Harry and Jane Willson made a fortune in the pecan business in south Georgia and used part of it to supplement UGA’s support of the Willson Center for the Humanities and the Arts. The Center takes a broad approach to its purview: “The humanities encompass philosophical, historical, social, ethical, legal, aesthetic, religious, linguistic and ideological investigations of our world. Humanistic research includes many kinds of scholarship, such as history, criticism, theory, interpretation, and translation. The arts may be understood as the expression of human experience in various modes, such as literature, theater, music, dance, film, painting, printmaking, sculpture and design.”
In carrying out its mission to enhance these areas, the Willson Center “supports faculty through research grants, lectures, symposia, publications, visiting scholars, visiting artists, collaborative instruction, public conferences, exhibitions and performances.”
Imagine such an institution woven into the fabric of a major university, and you can see that the Willson Center is a happening place, able to reach across disciplines and enrich the academic environment from within while stimulating it with influxes of energy from without.
One of the Center’s programs that brings in voices from beyond the campus is its Global Georgia Initiative, featuring speakers from various disciplines demonstrating the interconnectedness between our campus and state and the wider world.
I may as well go on and admit that I’m one of those Global Georgia speakers and that I’ll be pontificating on Thursday, Feb. 6 at 4 p.m. in the UGA Chapel on the topic, “Death, Kudzu and the Unexamined Life: the Stuff of Journalism.” Professor James C. Cobb is introducing me, and he’s familiar to Flagpole readers, if not for his international reach as an eminent scholar of the American South, then for the broadsides contained in his occasional column, “Cobbloviate,” which we’re privileged to publish. To complete the backscratching here, let’s throw in that the Willson Center’s public relations specialist is no other than local troubadour Dave Marr, who used to be Flagpole’s city editor. The Willson Center Director, the truly global Dr. Nicholas Allen, is scratching his head, wondering what’s going on, especially since the first time he heard of me, I was introducing Jim Cobb at one of last year’s Global Georgia talks. Come on over to the Chapel next week and see whether all these good-old-boy connections are too much for globalization.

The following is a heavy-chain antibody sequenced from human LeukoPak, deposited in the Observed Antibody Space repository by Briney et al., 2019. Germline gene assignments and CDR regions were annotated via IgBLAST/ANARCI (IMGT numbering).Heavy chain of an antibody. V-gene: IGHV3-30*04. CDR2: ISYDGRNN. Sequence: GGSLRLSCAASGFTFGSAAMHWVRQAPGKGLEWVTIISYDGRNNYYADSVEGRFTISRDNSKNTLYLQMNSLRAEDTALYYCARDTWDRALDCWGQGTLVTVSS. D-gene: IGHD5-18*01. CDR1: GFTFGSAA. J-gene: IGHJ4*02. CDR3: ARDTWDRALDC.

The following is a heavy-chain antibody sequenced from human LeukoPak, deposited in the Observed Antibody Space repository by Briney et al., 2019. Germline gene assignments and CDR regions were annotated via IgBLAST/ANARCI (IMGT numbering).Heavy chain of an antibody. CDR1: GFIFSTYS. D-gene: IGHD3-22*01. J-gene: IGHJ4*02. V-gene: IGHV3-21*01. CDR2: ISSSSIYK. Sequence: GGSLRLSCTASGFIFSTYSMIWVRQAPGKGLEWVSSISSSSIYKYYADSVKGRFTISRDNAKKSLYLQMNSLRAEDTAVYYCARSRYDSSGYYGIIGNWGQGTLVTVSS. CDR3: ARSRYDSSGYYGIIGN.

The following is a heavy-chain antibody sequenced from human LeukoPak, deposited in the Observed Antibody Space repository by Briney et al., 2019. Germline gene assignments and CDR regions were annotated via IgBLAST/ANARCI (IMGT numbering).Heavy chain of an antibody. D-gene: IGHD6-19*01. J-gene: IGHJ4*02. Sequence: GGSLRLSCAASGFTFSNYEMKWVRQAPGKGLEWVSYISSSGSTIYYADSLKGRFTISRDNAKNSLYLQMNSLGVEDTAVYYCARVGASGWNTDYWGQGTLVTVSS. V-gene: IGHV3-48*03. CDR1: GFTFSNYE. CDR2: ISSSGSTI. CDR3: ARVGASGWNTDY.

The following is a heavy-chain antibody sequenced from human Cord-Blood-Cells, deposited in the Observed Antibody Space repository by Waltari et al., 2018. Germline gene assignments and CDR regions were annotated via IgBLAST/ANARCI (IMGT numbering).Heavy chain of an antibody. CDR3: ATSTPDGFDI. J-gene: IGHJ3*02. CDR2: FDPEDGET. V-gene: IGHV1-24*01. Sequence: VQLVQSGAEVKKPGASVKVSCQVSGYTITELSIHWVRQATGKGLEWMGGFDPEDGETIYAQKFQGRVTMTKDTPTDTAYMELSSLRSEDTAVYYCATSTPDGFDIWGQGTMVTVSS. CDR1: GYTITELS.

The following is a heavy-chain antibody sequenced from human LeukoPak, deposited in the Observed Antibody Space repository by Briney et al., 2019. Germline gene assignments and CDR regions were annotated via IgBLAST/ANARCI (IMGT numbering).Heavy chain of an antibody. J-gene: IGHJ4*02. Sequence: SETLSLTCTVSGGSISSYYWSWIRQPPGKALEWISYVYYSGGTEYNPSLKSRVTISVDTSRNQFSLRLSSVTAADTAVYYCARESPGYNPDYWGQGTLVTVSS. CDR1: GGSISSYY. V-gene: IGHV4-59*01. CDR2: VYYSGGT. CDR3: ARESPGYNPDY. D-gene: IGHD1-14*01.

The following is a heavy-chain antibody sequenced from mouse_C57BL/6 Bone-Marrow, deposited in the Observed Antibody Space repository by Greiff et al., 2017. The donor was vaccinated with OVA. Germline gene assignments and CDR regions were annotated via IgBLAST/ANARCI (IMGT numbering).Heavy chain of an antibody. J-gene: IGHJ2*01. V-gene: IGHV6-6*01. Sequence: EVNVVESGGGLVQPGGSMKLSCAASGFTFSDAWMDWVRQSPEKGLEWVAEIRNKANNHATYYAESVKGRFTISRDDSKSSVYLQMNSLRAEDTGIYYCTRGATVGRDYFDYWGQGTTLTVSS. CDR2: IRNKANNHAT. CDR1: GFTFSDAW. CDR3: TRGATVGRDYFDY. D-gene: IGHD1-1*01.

Meanwhile, though, you get to hear some real heavyweights, beginning Thursday, Jan. 30 at 4 p.m. in the Chapel with composer, conductor and educator Tania León, Distinguished Professor at City University of New York. Her talk, presented in partnership with the Music Business Program of the Terry College of Business, is entitled “Border Crossings: Cultural Thresholds in the Syncretic Evolution of Music.” [Editor's Note: Tania León's talk has been canceled because of weather-related travel difficulties. The Center hopes to reschedule it at a later date.]
Keep your eye on this whole Global Georgia Initiative. On Feb. 13 at 7 p.m. at Ciné, you can hear poet, playwright, editor, theater and film writer/director/producer Nathalie Handal, introduced by UGA English professor Ed Pavlić. On Feb. 20 at 4 p.m. in the Chapel, author, historian, educator Paul Pressly discusses “Colonial Georgia: Caribbean Influences and the British Atlantic World,” introduced by Lisa Bayer, Director of the UGA Press; and on Feb. 27 at 7 p.m. at Ciné, author and filmmaker Xiaolu Guo screens her film UFO in Her Eyes, with discussion afterward with Associate Professor of Theater and Film Studies Antie Ascheid and Associate Professor of English Andrew Zawacki. The next day, Feb. 28 at 4 p.m. in Room 148 of the Miller Learning Center, Xiaolu Guo lectures on “Beyond Chinamerica.”
So, there’s a lot coming up fast. Keep your eyes on the Flagpole calendar for reminders of these important events that will more than make up for the director’s lapse in attention that landed him in the kudzu.